Seventy-four years ago today, brave men from the United States, Canada and Britain disembarked from their landing craft, waded into the water off the beaches of Normandy and ran into a hellfire of bullets. More than 10,000 of them were wounded or killed. The D-Day beaches where those brave soldiers lay dying — Omaha, Sword, Juno, Utah and Gold — became synonymous with an unbreakable alliance forged in blood.

But more than perhaps any conflict in human history, it was worth it. The sacrifices made that day helped to erase an order dominated by fascist dictators. And from the rubble and the ashes of Europe, the United States worked with its allies to establish a postwar international system that built unprecedented global prosperity. The United States stood with its friends, worked to maximize mutually beneficial trade with them and helped defeat communism.

Today, America’s closest alliances — and the international order that the United States carefully designed — are under attack. This time, though, the assault isn’t coming from soldiers fighting for a foreign tyrant. Instead it’s coming from the White House.

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President Trump is doing everything in his power to erode the legacy of D-Day. He is casting our staunch allies as national security threats, working to undercut trade relationships with our friends, and conferring presidential legitimacy on fascist ideologies in the United States and on authoritarian despots abroad.

Trump continues to make the mistake of treating our friends like enemies and our enemies like friends. He calls it “America First.” In reality, it’s America Alone — weakened, isolated, our allies abandoned and our enemies emboldened. The American-led world order is splintering — and Trump is the one hammering it.

Hundreds of Canadians died storming Juno Beach. Hundreds more died alongside Americans in the Korean War and Afghanistan. They stood with us when it counted.

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Now the Trump administration has imposed biting steel tariffs on Canada, while absurdly labeling our neighbor to the north a threat to national security. Trump and his allies argue that such a policy is necessary — to punish trade abusers such as China. But China accounts for just 2 percent of U.S. steel imports, a smaller proportion than Taiwan or Turkey. Canada, by contrast, accounts for 17 percent. This is a pinprick to our enemies while stabbing our friends in the back.

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Trump has also argued that Canada deserves harsh treatment because, he claims, the United States has a trade deficit with its northern neighbor. But Trump’s own U.S. trade representative has noted that we registered an $8.4 billion trade surplus with Canada in 2017.

Britain is another close friend. Thousands of British citizens died fighting fascism on Gold and Sword Beach. More than a thousand died in Korea, Afghanistan and Iraq. They stood with us when it counted.

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Britain will soon be subject to American steel tariffs imposed by Trump. When London faced a terror attack a year ago this week, Trump attacked the mayor of London on Twitter. And again, his administration has officially labeled Britain (and other E.U. countries) a “national security” threat.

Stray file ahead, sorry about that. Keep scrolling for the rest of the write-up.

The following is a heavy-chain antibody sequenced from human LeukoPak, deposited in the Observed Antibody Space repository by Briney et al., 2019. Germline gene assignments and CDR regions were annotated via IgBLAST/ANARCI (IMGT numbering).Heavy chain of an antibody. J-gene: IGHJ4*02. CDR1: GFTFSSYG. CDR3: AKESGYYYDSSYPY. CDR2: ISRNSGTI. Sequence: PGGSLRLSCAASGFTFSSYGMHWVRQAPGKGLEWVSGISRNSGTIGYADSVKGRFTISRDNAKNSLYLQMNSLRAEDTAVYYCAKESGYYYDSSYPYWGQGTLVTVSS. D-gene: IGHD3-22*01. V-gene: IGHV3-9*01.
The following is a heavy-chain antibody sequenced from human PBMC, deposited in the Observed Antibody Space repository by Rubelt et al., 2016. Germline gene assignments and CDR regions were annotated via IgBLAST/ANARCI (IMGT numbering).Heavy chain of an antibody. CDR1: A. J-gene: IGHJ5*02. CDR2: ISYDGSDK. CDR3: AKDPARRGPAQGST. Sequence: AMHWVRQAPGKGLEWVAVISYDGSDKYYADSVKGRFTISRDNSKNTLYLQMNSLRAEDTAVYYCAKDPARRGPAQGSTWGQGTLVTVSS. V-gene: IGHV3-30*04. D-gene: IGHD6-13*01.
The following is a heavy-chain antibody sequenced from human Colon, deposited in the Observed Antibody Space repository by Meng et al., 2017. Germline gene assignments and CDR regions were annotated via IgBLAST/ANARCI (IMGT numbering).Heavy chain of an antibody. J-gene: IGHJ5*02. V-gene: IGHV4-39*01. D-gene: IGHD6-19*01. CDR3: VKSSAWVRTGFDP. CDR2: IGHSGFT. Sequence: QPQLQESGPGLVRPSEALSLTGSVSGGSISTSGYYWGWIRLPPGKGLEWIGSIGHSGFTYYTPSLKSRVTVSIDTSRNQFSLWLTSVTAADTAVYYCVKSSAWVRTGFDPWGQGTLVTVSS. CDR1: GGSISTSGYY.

Furthermore, while Americans and Britons fought against Hitler’s repugnant fascism together in the past, Trump promoted “Britain First” on Twitter — a repugnant neo-fascist hate group. Trump has retweeted Jayda Fransen three times. Fransen, who was recently jailed for hate crimes, previously appeared on Radio Aryan right after the hosts had finished a reading of Hitler’s manifesto “Mein Kampf.”

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While FDR and Churchill called upon the allies to fight for freedom, Trump congratulates dictators and despots who stand against freedom in Russia and Turkey. He fawns over autocrats who abuse human rights in the Philippines and China. And he grants uncritical smiling photo-ops to North Korea’s tyrants, the closest reincarnation of totalitarian fascism on Earth.

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For me, D-Day holds personal significance. My grandfather, a telephone company man who was in the U.S. Army during World War II, was shipped off to London to help prepare for the D-Day invasions. When I was 19, I made a pilgrimage to those hallowed beaches. I strolled through row after row of graves, marveling at how many of them marked the final resting place of soldiers who were my age or younger. They were teenage boys who, unlike me, would never go home.

Back then, I felt deeply moved, but at least felt certain that their sacrifice was worth it. Their deaths helped catalyze the most peaceful era in human history, one in which we traded with our allies, got richer together and, eventually, fostered an unprecedented expansion of democracy.

Trump is working to undermine that legacy. On the anniversary of D-Day, we should remember who our friends are — and treat them accordingly. It’s not just the decent thing to do; it’s also smart. We don’t know when the next D-Day moment will arrive, but I,  for one, want to make sure that the United States isn’t left storming those beaches on the horizon all alone.

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